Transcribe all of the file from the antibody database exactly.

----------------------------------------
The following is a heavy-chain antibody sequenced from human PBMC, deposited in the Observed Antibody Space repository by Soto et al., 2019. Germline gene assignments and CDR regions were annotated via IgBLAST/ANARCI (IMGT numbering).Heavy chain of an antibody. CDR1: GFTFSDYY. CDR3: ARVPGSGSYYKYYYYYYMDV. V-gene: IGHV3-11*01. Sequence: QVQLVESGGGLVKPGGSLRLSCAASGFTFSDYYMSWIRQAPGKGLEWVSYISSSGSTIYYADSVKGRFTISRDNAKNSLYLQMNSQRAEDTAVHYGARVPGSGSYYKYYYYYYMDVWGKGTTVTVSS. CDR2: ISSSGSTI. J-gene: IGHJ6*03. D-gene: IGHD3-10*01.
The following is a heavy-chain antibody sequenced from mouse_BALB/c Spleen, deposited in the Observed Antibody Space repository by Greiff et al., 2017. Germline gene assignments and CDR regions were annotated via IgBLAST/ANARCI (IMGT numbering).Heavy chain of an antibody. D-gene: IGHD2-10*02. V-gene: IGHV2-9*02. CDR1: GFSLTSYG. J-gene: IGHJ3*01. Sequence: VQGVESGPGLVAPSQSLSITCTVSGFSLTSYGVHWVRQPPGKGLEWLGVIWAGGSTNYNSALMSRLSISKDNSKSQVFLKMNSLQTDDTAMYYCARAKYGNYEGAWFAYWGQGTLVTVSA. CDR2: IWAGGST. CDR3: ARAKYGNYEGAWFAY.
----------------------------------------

The following is a heavy-chain antibody sequenced from human PBMC, deposited in the Observed Antibody Space repository by Soto et al., 2019. Germline gene assignments and CDR regions were annotated via IgBLAST/ANARCI (IMGT numbering).Heavy chain of an antibody. CDR1: GFTFSDYY. CDR3: ARVPGSGSYYKYYYYYYMDV. V-gene: IGHV3-11*01. Sequence: QVQLVESGGGLVKPGGSLRLSCAASGFTFSDYYMSWIRQAPGKGLEWVSYISSSGSTIYYADSVKGRFTISRDNAKNSLYLQMNSQRAEDTAVHYGARVPGSGSYYKYYYYYYMDVWGKGTTVTVSS. CDR2: ISSSGSTI. J-gene: IGHJ6*03. D-gene: IGHD3-10*01.
The following is a heavy-chain antibody sequenced from mouse_BALB/c Spleen, deposited in the Observed Antibody Space repository by Greiff et al., 2017. Germline gene assignments and CDR regions were annotated via IgBLAST/ANARCI (IMGT numbering).Heavy chain of an antibody. D-gene: IGHD2-10*02. V-gene: IGHV2-9*02. CDR1: GFSLTSYG. J-gene: IGHJ3*01. Sequence: VQGVESGPGLVAPSQSLSITCTVSGFSLTSYGVHWVRQPPGKGLEWLGVIWAGGSTNYNSALMSRLSISKDNSKSQVFLKMNSLQTDDTAMYYCARAKYGNYEGAWFAYWGQGTLVTVSA. CDR2: IWAGGST. CDR3: ARAKYGNYEGAWFAY.